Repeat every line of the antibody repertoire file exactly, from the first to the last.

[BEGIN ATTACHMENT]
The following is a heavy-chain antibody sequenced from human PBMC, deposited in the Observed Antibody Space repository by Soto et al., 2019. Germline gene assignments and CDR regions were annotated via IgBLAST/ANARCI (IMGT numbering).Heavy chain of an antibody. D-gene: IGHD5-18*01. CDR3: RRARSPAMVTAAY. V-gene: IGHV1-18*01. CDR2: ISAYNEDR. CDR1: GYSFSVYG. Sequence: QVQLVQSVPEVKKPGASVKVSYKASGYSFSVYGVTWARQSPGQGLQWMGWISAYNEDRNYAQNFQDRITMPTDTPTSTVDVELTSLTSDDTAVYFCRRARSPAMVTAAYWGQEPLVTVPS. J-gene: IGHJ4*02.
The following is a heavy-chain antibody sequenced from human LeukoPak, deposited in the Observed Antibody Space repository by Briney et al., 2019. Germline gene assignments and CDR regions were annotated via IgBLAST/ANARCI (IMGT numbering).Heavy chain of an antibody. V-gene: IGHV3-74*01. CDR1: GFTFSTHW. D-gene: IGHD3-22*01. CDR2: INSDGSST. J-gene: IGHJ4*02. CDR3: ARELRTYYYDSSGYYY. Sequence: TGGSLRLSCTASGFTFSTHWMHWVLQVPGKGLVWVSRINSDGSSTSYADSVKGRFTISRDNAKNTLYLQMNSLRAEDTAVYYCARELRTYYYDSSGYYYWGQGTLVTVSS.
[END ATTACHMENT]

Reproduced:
The following is a heavy-chain antibody sequenced from human PBMC, deposited in the Observed Antibody Space repository by Soto et al., 2019. Germline gene assignments and CDR regions were annotated via IgBLAST/ANARCI (IMGT numbering).Heavy chain of an antibody. D-gene: IGHD5-18*01. CDR3: RRARSPAMVTAAY. V-gene: IGHV1-18*01. CDR2: ISAYNEDR. CDR1: GYSFSVYG. Sequence: QVQLVQSVPEVKKPGASVKVSYKASGYSFSVYGVTWARQSPGQGLQWMGWISAYNEDRNYAQNFQDRITMPTDTPTSTVDVELTSLTSDDTAVYFCRRARSPAMVTAAYWGQEPLVTVPS. J-gene: IGHJ4*02.
The following is a heavy-chain antibody sequenced from human LeukoPak, deposited in the Observed Antibody Space repository by Briney et al., 2019. Germline gene assignments and CDR regions were annotated via IgBLAST/ANARCI (IMGT numbering).Heavy chain of an antibody. V-gene: IGHV3-74*01. CDR1: GFTFSTHW. D-gene: IGHD3-22*01. CDR2: INSDGSST. J-gene: IGHJ4*02. CDR3: ARELRTYYYDSSGYYY. Sequence: TGGSLRLSCTASGFTFSTHWMHWVLQVPGKGLVWVSRINSDGSSTSYADSVKGRFTISRDNAKNTLYLQMNSLRAEDTAVYYCARELRTYYYDSSGYYYWGQGTLVTVSS.